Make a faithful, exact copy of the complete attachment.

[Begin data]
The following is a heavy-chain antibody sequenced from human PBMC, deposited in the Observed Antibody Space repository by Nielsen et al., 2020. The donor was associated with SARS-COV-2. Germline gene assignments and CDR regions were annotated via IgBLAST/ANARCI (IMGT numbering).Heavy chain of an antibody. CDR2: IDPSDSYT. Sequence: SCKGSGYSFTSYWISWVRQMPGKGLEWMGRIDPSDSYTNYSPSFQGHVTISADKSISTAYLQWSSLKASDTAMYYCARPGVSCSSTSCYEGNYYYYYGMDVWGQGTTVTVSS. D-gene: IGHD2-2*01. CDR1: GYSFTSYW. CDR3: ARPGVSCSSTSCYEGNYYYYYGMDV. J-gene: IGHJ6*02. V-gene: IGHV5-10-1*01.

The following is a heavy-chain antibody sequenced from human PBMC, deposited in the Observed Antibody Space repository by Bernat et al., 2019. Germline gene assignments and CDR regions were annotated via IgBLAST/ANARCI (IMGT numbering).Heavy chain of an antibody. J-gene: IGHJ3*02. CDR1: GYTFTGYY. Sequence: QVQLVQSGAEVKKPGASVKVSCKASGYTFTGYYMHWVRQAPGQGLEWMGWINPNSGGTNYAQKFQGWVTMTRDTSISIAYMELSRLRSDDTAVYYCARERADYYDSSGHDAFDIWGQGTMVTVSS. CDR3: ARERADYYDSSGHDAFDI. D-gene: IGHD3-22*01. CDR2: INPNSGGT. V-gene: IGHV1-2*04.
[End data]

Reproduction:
The following is a heavy-chain antibody sequenced from human PBMC, deposited in the Observed Antibody Space repository by Nielsen et al., 2020. The donor was associated with SARS-COV-2. Germline gene assignments and CDR regions were annotated via IgBLAST/ANARCI (IMGT numbering).Heavy chain of an antibody. CDR2: IDPSDSYT. Sequence: SCKGSGYSFTSYWISWVRQMPGKGLEWMGRIDPSDSYTNYSPSFQGHVTISADKSISTAYLQWSSLKASDTAMYYCARPGVSCSSTSCYEGNYYYYYGMDVWGQGTTVTVSS. D-gene: IGHD2-2*01. CDR1: GYSFTSYW. CDR3: ARPGVSCSSTSCYEGNYYYYYGMDV. J-gene: IGHJ6*02. V-gene: IGHV5-10-1*01.

The following is a heavy-chain antibody sequenced from human PBMC, deposited in the Observed Antibody Space repository by Bernat et al., 2019. Germline gene assignments and CDR regions were annotated via IgBLAST/ANARCI (IMGT numbering).Heavy chain of an antibody. J-gene: IGHJ3*02. CDR1: GYTFTGYY. Sequence: QVQLVQSGAEVKKPGASVKVSCKASGYTFTGYYMHWVRQAPGQGLEWMGWINPNSGGTNYAQKFQGWVTMTRDTSISIAYMELSRLRSDDTAVYYCARERADYYDSSGHDAFDIWGQGTMVTVSS. CDR3: ARERADYYDSSGHDAFDI. D-gene: IGHD3-22*01. CDR2: INPNSGGT. V-gene: IGHV1-2*04.